2024 CFL Draft profiles: Melique Straker credits ‘brother’ John Metchie III for NCAA opportunity

Photo courtesy: AP Photo/Emilee Chinn

Melique Straker started his collegiate career at Carleton University in Ottawa but always dreamed of playing NCAA Division I football, a goal he accomplished with the help of his childhood best friend.

Straker befriended fellow Brampton, Ont. native John Metchie III when they met playing little league football at age 10 or 11. The two have been inseparable ever since, remaining close even after football led them to different parts of the continent.

“The majority of the time, if you see him, you see me. That’s my brother, the Metchies are my family,” Straker told 3DownNation via telephone. “I refer to him as my brother because blood couldn’t make us any closer than we are.”

Metchie was entering his junior season at the University of Alabama in 2021 when the Crimson Tide allowed Straker to participate in summer training with the team. Though he wasn’t offered a spot on the roster, the school agreed to pass his name along to other programs in the area to help him earn a scholarship.

Butch Jones, the head coach at Arkansas State University, had ties to Alabama having previously served as the school’s offensive analyst. He invited Straker for a workout and offered him a scholarship within 90 minutes of his arrival on campus.

“I took that scholarship right away. I knew that it was my faith in God that had placed that opportunity in front of me and I knew it was right when it came because the connection was just unreal,” said Straker.

“Coach Jones, unbeknownst to him, was connected to three young men from Brampton — myself, John Metchie, and Josh Palmer — and all at three different programs where he’d coached: Josh Palmer at Tennessee, John Metchie at Alabama, and myself at Arkansas State. I knew it was something that was meant to be.”

Straker played a hybrid role on defence over three seasons with the Red Wolves, which some programs call rover, predator, dimeback, or nickel corner. At Arkansas State, they simply call it “star.” And a star he was.

The five-foot-ten, 202-pound defender made 216 total tackles, 17 tackles for loss, four pass knockdowns, two sacks, two interceptions, and two forced fumbles over 33 career games, establishing himself as one of the team’s most productive defenders. He credited his coaches and teammates for allowing him to be so productive in a new role.

“In the system that we run, it’s set for the star — it’s set for me to make the play. A lot of times, things like counters or inside zone plays or wham plays, they’re set for me to be the unblocked player and make those plays. The coaches obviously trusted me, saw my skill set, and trusted me to be that guy to make those plays,” said Straker.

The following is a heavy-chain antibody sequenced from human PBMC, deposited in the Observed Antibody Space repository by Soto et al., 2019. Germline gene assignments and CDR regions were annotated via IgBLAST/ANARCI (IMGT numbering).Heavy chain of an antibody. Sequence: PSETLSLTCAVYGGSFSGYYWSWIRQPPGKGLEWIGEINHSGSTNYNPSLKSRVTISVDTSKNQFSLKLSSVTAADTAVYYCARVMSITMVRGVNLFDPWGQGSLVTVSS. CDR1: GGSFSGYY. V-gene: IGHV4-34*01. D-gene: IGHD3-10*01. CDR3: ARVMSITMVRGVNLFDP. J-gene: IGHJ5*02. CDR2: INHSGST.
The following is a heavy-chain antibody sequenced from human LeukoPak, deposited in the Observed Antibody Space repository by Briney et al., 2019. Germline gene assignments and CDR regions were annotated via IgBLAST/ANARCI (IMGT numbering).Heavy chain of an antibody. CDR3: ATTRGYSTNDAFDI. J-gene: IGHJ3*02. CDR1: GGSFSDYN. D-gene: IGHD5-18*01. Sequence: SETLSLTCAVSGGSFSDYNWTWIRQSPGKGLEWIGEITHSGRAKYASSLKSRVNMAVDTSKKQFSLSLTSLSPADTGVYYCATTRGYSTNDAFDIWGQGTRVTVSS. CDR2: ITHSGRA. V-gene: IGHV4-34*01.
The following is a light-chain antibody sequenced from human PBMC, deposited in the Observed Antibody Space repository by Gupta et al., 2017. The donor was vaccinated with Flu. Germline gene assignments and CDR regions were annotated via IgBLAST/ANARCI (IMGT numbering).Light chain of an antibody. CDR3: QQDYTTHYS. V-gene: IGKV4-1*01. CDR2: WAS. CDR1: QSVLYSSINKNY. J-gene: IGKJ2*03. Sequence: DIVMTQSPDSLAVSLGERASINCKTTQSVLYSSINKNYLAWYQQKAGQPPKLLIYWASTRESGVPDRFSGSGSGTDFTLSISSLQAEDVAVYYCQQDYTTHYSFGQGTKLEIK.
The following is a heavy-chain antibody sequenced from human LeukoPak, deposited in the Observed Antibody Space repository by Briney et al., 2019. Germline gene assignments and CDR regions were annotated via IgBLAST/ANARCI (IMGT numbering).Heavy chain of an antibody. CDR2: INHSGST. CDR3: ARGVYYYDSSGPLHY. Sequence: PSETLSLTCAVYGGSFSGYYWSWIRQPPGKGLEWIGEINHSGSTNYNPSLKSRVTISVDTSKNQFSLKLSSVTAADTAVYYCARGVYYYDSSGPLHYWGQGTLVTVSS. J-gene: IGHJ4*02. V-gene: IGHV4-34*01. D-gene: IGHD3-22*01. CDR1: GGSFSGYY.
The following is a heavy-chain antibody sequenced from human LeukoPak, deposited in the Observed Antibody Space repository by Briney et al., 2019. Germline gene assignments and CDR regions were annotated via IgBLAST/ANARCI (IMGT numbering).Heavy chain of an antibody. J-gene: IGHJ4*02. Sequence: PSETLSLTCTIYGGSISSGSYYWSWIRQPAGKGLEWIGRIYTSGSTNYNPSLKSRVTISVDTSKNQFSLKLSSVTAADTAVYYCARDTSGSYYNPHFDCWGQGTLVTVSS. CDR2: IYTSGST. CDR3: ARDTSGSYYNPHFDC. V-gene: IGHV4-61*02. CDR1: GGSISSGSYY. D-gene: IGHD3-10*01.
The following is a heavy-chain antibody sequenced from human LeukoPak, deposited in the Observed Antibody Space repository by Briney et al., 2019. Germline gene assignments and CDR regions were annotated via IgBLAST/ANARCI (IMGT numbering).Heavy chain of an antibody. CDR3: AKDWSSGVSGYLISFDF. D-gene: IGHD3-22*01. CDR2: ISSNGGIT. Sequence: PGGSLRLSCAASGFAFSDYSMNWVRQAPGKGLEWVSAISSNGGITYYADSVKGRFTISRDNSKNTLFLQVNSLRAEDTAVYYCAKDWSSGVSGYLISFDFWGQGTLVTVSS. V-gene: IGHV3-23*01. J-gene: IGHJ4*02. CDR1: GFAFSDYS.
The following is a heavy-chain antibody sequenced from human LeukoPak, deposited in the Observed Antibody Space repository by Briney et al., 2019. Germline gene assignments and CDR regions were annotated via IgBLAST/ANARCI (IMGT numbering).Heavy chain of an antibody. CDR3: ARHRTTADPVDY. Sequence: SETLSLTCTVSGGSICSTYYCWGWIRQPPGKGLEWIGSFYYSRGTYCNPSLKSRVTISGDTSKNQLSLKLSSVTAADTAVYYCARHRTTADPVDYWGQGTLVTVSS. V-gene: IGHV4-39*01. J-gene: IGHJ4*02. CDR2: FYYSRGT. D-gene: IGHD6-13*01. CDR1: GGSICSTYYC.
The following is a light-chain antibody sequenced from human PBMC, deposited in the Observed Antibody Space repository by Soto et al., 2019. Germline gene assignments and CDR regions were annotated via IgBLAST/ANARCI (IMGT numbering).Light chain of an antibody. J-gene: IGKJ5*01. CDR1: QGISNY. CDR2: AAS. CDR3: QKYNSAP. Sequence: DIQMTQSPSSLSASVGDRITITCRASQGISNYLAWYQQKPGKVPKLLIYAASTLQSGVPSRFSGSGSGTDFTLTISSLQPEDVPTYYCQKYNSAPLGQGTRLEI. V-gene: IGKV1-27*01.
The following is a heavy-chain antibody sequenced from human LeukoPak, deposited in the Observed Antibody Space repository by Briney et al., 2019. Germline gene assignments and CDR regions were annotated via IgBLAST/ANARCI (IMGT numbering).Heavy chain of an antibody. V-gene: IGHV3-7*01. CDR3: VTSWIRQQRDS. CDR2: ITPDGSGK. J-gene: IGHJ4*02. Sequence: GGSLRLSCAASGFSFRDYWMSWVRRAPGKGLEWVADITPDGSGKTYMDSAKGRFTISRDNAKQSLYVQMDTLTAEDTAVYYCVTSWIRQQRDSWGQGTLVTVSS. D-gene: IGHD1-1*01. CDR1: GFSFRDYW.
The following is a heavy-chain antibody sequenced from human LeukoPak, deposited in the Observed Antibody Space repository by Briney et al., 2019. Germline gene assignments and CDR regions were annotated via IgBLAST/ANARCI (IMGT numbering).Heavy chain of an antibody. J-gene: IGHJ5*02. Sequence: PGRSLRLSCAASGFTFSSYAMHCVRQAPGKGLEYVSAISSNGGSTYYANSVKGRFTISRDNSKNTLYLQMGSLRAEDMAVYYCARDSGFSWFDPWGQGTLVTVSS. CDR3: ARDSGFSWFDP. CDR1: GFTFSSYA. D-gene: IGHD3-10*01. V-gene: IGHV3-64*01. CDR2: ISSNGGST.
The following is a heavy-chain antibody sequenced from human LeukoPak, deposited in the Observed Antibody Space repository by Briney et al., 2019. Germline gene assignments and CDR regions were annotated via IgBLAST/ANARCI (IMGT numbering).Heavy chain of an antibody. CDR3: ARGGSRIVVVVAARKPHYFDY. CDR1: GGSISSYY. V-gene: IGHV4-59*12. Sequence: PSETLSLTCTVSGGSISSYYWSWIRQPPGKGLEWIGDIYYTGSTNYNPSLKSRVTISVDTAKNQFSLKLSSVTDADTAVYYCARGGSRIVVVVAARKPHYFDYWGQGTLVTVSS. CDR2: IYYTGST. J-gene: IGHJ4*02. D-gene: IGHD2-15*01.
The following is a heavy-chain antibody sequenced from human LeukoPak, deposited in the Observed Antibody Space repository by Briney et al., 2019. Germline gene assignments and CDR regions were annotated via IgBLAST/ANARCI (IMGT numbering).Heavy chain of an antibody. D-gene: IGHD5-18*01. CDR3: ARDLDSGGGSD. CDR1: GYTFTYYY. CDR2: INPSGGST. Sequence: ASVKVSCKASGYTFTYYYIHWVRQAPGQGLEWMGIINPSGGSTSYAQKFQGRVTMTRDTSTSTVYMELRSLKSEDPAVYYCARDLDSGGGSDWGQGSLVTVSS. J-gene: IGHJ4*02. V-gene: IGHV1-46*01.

“I was coached extremely well. The attention to detail that they stressed and that I adopted came through a rigorous process. At times when you’re young, you don’t know what you don’t know — you just want to go out there and play football, but you can maximize your skill set through certain disciplines that have to go into the game.”

“Having a great group of guys around me allowed me to make those plays because it’s a team sport and I don’t take that lightly. Any success that I gain is a direct result of the guys that were around me and the things that they did.”

Straker ran a 4.82-second forty-yard dash, 7.63-second three-cone drill, and 4.75-second shuttle at his recent pro day, which would have ranked near the bottom among linebackers at the CFL Combine in Winnipeg. He shone in some areas of the testing — he leaped 125 inches in the broad jump, which would have been one of the top results at the NFL Combine — but it wasn’t an elite performance overall.

He’s not letting the numbers bother him, choosing instead to focus on proving himself at the professional level — just as he did in college.

“I’m someone who’s never satisfied because I’m always looking for improvement and how I could do better,” said Straker. “I always go back to the drawing board with everything that I do, so I’m never satisfied with anything. I always want to find room for growth.”

Straker projects as a strong-side linebacker in the CFL, which isn’t considered a high-value position because so few Canadians play that spot. Redha Kramdi is the starter for the Winnipeg Blue Bombers, while Enock Makonzo has started at times for the Edmonton Elks over the past two seasons. Outside of those two teams, it’s exclusively an American position in the CFL.

The 23-year-old is one of the hardest players to project in this year’s draft. His sensational collegiate production against a high level of competition would normally make him a top-five pick, though his testing numbers and lack of positional value could push him considerably down the board.

Either way, we won’t have to wait long to learn where Straker will end up as the 2024 CFL Draft is scheduled for Tuesday, April 30 at 8:00 p.m. EDT.

John Hodge is a Canadian football reporter based in Winnipeg.